Mr. Sami El-Yousef, Chief Executive Officer of Latin Patriarchate, reflects on recent work of the Church 

Published: June 08 Fri, 2018

Mr. Sami El-Yousef, Chief Executive Officer of Latin Patriarchate, reflects on recent work of the Church  Available in the following languages:

JERUSALEM – In his “Reflections from the Holy Land“, Mr. Sami El-Yousef, Chief Executive Officer of the Latin Patriarchate, reflects on the various events of recent months and lists some of the work implemented by the Church and its institutions in Jordan, Jerusalem and Gaza, which allows the faithful of the diocese to remain hopeful and to envision the future more serenely.


Reflections from the Holy Land

Jerusalem, Amman, Gaza, and the Work of the Church

As winter was winding down and spring was inching along, the major concern on the ground was what kind of a summer will we have considering a number of factors in the making all around us. This included the move of the US Embassy from Tel-Aviv to Jerusalem; the US pullout from the Iran agreement and what potential impact it will have on the border with neighboring Syria; anniversaries such as 51 years of the six-day war as well as 70 years of the Nakba for the Palestinians and declaration of independence of the Israelis; not to mention eleven years of the siege of Gaza. There was (and continues to be) a lot of stress and tension around these events that once all these dates materialize, we will be on disastrous track that will create major disturbances, a possible domino effect we all know how it starts, but no one will know how or when it will end. Indeed, the situation did deteriorate starting on the Syria-Israel border and the escalation of the situation there, leading to the Jerusalem Embassy move that resulted in over 60 Palestinians killed on the same day and over a thousand injured on the Gaza border and leading to the more recent rocket exchanges on the Gaza border over the past few days. So, what exactly is new? We have been through it all before including wars, sieges, intifadas, and we survived. Will we be able to do it again? Time will certainly tell, but the odds are high that we will!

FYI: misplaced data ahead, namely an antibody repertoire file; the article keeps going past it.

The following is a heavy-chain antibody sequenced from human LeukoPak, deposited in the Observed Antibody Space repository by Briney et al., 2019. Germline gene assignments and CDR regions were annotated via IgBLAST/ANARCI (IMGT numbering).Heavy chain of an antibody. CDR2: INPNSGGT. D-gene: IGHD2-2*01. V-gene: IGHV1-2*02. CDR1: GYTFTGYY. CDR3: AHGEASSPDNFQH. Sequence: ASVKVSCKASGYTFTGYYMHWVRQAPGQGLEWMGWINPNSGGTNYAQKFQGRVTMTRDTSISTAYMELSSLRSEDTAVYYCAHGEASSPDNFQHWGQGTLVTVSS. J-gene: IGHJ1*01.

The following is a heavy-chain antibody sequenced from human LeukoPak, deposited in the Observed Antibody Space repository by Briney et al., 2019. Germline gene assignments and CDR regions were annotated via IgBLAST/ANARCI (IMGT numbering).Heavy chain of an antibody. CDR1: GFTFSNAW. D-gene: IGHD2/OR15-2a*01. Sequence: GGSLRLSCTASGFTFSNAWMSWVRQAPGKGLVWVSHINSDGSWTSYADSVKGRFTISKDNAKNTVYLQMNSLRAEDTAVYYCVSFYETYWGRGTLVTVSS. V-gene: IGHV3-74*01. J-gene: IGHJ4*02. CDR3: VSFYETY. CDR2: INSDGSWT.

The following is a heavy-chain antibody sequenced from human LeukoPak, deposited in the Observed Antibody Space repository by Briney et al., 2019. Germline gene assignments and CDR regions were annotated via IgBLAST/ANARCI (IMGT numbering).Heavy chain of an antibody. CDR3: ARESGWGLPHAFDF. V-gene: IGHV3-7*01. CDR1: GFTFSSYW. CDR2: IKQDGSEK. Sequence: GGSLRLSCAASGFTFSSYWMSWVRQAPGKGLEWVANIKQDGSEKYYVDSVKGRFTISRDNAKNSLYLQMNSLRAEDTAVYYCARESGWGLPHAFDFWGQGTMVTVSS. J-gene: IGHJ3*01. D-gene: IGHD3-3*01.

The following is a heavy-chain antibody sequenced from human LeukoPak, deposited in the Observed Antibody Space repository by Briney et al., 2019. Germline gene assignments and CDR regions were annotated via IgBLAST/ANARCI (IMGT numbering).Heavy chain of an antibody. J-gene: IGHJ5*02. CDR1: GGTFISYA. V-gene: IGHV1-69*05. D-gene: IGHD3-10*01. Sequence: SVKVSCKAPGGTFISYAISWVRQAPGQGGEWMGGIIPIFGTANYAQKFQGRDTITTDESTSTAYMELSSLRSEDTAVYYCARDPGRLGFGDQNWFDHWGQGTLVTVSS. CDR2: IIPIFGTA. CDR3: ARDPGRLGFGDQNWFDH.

Despite this depressing, but realistic introduction, it has been great to be part of exciting times for the work of the Church in the Holy Land. For me personally, I retain my sanity through field visits and being in contact with parish priests, school principals, and center directors. I will highlight three recent examples that not only show how the Church and its institutions survive, but how they actually thrive when the situation gets tough.

Visit with Iraqi Refugees in Amman

A few weeks ago, during a visit to Jordan, I was privileged to meet with about ten Iraqi refugees at Our Lady of Peace Center in Jordan who are benefitting from our humanitarian assistance program. Though they all shared their heartbreaking stories with us about the circumstances under which they left their homes in Iraq, it was heartwarming to hear what the assistance of the Church has done to their lives providing them with a dignified life and providing hope. Not only is their faith being strengthened through their close collaboration, but they are getting financial support towards their rental expenses, school fees for their children, and medical assistance when needed. Most of them continue to dream of eventually getting a visa to one of the western countries in order to start a new life there (all of them do not wish to return to Iraq given what they have been through). In the meantime, their only source of spiritual and financial support is the Church and its institutions!